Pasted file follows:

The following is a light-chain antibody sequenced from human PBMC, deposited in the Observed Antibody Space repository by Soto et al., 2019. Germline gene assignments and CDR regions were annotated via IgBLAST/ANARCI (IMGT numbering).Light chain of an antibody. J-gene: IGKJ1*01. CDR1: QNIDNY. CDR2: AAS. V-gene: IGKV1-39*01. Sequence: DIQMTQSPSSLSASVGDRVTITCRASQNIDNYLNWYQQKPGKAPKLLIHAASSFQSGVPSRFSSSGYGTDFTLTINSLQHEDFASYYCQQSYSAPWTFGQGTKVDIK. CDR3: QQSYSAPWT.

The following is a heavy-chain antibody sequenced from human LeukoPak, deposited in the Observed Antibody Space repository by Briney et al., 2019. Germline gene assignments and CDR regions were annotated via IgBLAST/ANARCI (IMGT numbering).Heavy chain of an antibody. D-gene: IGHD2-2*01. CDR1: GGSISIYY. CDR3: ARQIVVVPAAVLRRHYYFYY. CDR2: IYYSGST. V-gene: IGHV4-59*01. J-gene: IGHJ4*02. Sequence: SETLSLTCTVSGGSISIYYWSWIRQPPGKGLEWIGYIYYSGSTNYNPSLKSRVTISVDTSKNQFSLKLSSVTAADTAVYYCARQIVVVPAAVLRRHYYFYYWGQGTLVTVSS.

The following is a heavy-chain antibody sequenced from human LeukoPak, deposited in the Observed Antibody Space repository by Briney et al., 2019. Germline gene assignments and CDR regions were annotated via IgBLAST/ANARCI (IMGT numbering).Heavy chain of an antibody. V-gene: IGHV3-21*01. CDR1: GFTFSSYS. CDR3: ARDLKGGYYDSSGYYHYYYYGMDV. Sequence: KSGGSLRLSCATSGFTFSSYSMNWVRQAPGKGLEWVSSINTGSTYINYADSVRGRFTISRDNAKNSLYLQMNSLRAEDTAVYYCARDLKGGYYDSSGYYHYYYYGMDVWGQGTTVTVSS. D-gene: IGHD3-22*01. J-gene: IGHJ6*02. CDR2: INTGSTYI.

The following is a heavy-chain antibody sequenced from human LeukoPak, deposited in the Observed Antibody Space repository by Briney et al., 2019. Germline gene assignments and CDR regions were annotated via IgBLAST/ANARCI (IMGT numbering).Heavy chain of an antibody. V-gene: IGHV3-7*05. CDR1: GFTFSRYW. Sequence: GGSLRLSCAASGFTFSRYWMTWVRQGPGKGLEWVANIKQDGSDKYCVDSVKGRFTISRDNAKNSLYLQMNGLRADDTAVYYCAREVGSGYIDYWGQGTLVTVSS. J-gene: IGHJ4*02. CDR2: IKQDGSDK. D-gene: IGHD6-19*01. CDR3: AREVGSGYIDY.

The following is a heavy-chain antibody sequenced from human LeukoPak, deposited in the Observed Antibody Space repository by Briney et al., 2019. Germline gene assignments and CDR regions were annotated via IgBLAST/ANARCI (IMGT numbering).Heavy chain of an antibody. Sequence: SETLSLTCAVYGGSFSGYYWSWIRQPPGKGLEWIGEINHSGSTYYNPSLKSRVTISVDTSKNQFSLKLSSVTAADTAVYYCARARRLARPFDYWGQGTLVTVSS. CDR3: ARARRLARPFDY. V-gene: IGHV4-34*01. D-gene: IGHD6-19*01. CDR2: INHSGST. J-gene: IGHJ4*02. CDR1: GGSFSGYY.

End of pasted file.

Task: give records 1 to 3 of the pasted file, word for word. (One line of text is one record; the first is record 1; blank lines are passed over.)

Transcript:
The following is a light-chain antibody sequenced from human PBMC, deposited in the Observed Antibody Space repository by Soto et al., 2019. Germline gene assignments and CDR regions were annotated via IgBLAST/ANARCI (IMGT numbering).Light chain of an antibody. J-gene: IGKJ1*01. CDR1: QNIDNY. CDR2: AAS. V-gene: IGKV1-39*01. Sequence: DIQMTQSPSSLSASVGDRVTITCRASQNIDNYLNWYQQKPGKAPKLLIHAASSFQSGVPSRFSSSGYGTDFTLTINSLQHEDFASYYCQQSYSAPWTFGQGTKVDIK. CDR3: QQSYSAPWT.

The following is a heavy-chain antibody sequenced from human LeukoPak, deposited in the Observed Antibody Space repository by Briney et al., 2019. Germline gene assignments and CDR regions were annotated via IgBLAST/ANARCI (IMGT numbering).Heavy chain of an antibody. D-gene: IGHD2-2*01. CDR1: GGSISIYY. CDR3: ARQIVVVPAAVLRRHYYFYY. CDR2: IYYSGST. V-gene: IGHV4-59*01. J-gene: IGHJ4*02. Sequence: SETLSLTCTVSGGSISIYYWSWIRQPPGKGLEWIGYIYYSGSTNYNPSLKSRVTISVDTSKNQFSLKLSSVTAADTAVYYCARQIVVVPAAVLRRHYYFYYWGQGTLVTVSS.

The following is a heavy-chain antibody sequenced from human LeukoPak, deposited in the Observed Antibody Space repository by Briney et al., 2019. Germline gene assignments and CDR regions were annotated via IgBLAST/ANARCI (IMGT numbering).Heavy chain of an antibody. V-gene: IGHV3-21*01. CDR1: GFTFSSYS. CDR3: ARDLKGGYYDSSGYYHYYYYGMDV. Sequence: KSGGSLRLSCATSGFTFSSYSMNWVRQAPGKGLEWVSSINTGSTYINYADSVRGRFTISRDNAKNSLYLQMNSLRAEDTAVYYCARDLKGGYYDSSGYYHYYYYGMDVWGQGTTVTVSS. D-gene: IGHD3-22*01. J-gene: IGHJ6*02. CDR2: INTGSTYI.